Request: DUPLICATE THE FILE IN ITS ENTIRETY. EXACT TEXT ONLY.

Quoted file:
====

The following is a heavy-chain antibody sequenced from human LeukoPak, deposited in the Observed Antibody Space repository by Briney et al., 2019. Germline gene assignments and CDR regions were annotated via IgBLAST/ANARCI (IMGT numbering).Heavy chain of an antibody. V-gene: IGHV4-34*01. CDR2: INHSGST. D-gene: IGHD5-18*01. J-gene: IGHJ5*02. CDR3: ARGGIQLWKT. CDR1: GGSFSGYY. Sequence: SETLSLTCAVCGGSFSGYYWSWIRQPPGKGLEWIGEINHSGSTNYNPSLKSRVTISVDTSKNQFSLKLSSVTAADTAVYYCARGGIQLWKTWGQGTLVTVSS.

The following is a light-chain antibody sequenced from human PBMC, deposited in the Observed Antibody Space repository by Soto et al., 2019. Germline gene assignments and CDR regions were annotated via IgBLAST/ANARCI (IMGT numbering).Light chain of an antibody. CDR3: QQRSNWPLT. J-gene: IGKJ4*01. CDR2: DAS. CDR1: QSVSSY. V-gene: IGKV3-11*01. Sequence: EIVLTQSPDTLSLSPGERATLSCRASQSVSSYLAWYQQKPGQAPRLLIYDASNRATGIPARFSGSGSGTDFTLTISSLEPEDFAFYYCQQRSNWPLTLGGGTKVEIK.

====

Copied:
The following is a heavy-chain antibody sequenced from human LeukoPak, deposited in the Observed Antibody Space repository by Briney et al., 2019. Germline gene assignments and CDR regions were annotated via IgBLAST/ANARCI (IMGT numbering).Heavy chain of an antibody. V-gene: IGHV4-34*01. CDR2: INHSGST. D-gene: IGHD5-18*01. J-gene: IGHJ5*02. CDR3: ARGGIQLWKT. CDR1: GGSFSGYY. Sequence: SETLSLTCAVCGGSFSGYYWSWIRQPPGKGLEWIGEINHSGSTNYNPSLKSRVTISVDTSKNQFSLKLSSVTAADTAVYYCARGGIQLWKTWGQGTLVTVSS.

The following is a light-chain antibody sequenced from human PBMC, deposited in the Observed Antibody Space repository by Soto et al., 2019. Germline gene assignments and CDR regions were annotated via IgBLAST/ANARCI (IMGT numbering).Light chain of an antibody. CDR3: QQRSNWPLT. J-gene: IGKJ4*01. CDR2: DAS. CDR1: QSVSSY. V-gene: IGKV3-11*01. Sequence: EIVLTQSPDTLSLSPGERATLSCRASQSVSSYLAWYQQKPGQAPRLLIYDASNRATGIPARFSGSGSGTDFTLTISSLEPEDFAFYYCQQRSNWPLTLGGGTKVEIK.